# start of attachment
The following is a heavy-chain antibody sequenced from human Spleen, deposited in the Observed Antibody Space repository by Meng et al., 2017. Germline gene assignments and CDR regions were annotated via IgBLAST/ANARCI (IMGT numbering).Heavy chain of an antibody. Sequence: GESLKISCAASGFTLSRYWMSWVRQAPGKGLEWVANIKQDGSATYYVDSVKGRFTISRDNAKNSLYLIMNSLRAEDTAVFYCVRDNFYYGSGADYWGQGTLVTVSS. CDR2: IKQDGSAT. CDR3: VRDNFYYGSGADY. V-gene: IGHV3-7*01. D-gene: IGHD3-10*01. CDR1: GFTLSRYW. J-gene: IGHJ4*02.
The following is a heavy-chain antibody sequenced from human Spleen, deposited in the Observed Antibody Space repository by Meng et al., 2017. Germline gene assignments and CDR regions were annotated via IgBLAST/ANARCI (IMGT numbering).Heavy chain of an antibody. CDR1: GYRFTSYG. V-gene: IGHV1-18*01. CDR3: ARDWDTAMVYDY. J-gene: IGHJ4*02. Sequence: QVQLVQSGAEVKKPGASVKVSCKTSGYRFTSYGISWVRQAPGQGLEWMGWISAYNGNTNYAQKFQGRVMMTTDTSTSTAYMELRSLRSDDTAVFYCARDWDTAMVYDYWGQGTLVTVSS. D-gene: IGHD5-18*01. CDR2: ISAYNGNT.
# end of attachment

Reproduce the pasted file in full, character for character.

The following is a heavy-chain antibody sequenced from human Spleen, deposited in the Observed Antibody Space repository by Meng et al., 2017. Germline gene assignments and CDR regions were annotated via IgBLAST/ANARCI (IMGT numbering).Heavy chain of an antibody. Sequence: GESLKISCAASGFTLSRYWMSWVRQAPGKGLEWVANIKQDGSATYYVDSVKGRFTISRDNAKNSLYLIMNSLRAEDTAVFYCVRDNFYYGSGADYWGQGTLVTVSS. CDR2: IKQDGSAT. CDR3: VRDNFYYGSGADY. V-gene: IGHV3-7*01. D-gene: IGHD3-10*01. CDR1: GFTLSRYW. J-gene: IGHJ4*02.
The following is a heavy-chain antibody sequenced from human Spleen, deposited in the Observed Antibody Space repository by Meng et al., 2017. Germline gene assignments and CDR regions were annotated via IgBLAST/ANARCI (IMGT numbering).Heavy chain of an antibody. CDR1: GYRFTSYG. V-gene: IGHV1-18*01. CDR3: ARDWDTAMVYDY. J-gene: IGHJ4*02. Sequence: QVQLVQSGAEVKKPGASVKVSCKTSGYRFTSYGISWVRQAPGQGLEWMGWISAYNGNTNYAQKFQGRVMMTTDTSTSTAYMELRSLRSDDTAVFYCARDWDTAMVYDYWGQGTLVTVSS. D-gene: IGHD5-18*01. CDR2: ISAYNGNT.